My friend Tim Jarrett has posted about an incident in Massachusetts where an employee of Brookstone was fired, ostensibly for opposing marriage between same-sex couples. But further examination shows that this was not the case.
Apparently Peter Vadala was talking with a female coworker, and she referred to her upcoming honeymoon. Vadala congratulated her and asked where “he” was taking her. She responded that her fiancée was a woman. He became a little uncomfortable, and she noticed, so apparently she brought it up in front of him a few more times that day. Finally, at the end of the day, when she brought it up for a fourth time, he claims to have responded that he believed homosexuality was bad and immoral. Someone else overheard him, and he was brought to HR and was subsequently fired for violating Brookstone’s antidiscrimination policy.
Mass Resistance, an anti-marriage organization, has raised the alarm, claiming that this is what happens when marriage for same-sex couples becomes legal: Christians start getting fired for expressing their beliefs!
Now, one could argue whether or not Vadala should have been fired for expressing a personal opinion about homosexuality and whether his statements actually constituted discrimination. Maybe, maybe not.
But that’s not the issue here, because that’s not the point Mass Resistance is trying to make. Mass Resistance is trying to turn this into an argument against same-sex marriage, when same-sex marriage is actually a huge red herring here. It has nothing to do with what happened.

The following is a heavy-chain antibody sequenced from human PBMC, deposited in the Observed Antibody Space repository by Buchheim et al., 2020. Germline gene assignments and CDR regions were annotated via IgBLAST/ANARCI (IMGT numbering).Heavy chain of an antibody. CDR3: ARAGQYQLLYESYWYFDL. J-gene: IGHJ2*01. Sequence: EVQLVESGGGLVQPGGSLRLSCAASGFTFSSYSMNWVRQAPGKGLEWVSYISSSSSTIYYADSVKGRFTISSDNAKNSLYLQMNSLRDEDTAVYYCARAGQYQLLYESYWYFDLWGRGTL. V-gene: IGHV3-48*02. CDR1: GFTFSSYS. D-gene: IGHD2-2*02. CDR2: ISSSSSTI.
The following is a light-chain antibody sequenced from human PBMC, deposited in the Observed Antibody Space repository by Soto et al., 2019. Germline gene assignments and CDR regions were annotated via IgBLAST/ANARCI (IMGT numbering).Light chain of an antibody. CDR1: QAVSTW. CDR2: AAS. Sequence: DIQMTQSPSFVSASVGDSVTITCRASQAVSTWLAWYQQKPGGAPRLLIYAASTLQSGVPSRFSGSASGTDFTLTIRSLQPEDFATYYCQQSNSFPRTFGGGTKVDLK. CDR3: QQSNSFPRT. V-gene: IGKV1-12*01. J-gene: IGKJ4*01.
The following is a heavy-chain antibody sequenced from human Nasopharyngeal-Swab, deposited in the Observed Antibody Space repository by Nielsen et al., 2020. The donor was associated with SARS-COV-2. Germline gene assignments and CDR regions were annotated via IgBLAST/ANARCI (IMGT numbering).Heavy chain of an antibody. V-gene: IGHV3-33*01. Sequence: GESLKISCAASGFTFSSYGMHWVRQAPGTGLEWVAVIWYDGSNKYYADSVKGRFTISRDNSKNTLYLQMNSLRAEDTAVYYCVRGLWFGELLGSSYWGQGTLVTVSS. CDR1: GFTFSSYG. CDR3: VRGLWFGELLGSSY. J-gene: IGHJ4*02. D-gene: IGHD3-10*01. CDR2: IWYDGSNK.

In the video on that page, Mr. Vadala himself states that he was fired “because I expressed my belief that homosexuality is wrong. That’s the reason that I was fired.”
He also says that at the end of the workday, after the employee again brought up her fiancee, he told her, “Regarding homosexuality, I believe that’s ‘bad stuff.'”
He then refers to the fact that he was just “expressing my sincere belief that homosexuality is wrong.”
What Mr. Vadala is really trying to do is defend a right to speak out against homosexuals, not a right to speak out against married gay couples. Mr. Vadala would have been fired even if same-sex couples could not legally marry in Massachusetts. Here’s why.
What if the incident took place in, say, Maine, where the marriage of same-sex couples remains illegal? Suppose the employee had repeatedly mentioned not her fiancée, but her female life partner, and Mr. Vadala got tired of it and decided to respond, “Regarding homosexuality, I believe that’s ‘bad stuff,'” and then later stated, “I was just expressing my sincere belief that homosexuality is wrong”?
The termination letter from Brookstone states that “we maintain a healthy, safe and production work environment free from discrimination based on race, religion, gender, sexual orientation, age, national origin, physical or mental disability.” Presumably this policy existed even before same-sex couples had the legal right to get married in Massachusetts; most companies have had such anti-discrimination policies in place for years, since long before same-sex couples could legally marry in any U.S. state.
One could argue whether or not Vadala’s statement constituted a firing offense. But one cannot argue that the facts of this incident have anything to do with marriage. The outcome would have been the same either way.
So let’s not pretend that legal marriage between same-sex partners is going to oppress people because of their religious beliefs. Our society has long enshrined the principles of both religious liberty and civil rights. Occasionally they conflict; this is nothing new. Over the years, we have developed rules to deal with such situations. Discrimination against gay people is already illegal in many states and will remain so. And that’s what groups like Mass Resistance are really interested in: not discrimination against same-sex marriage, but discrimination against gay people, plain and simple.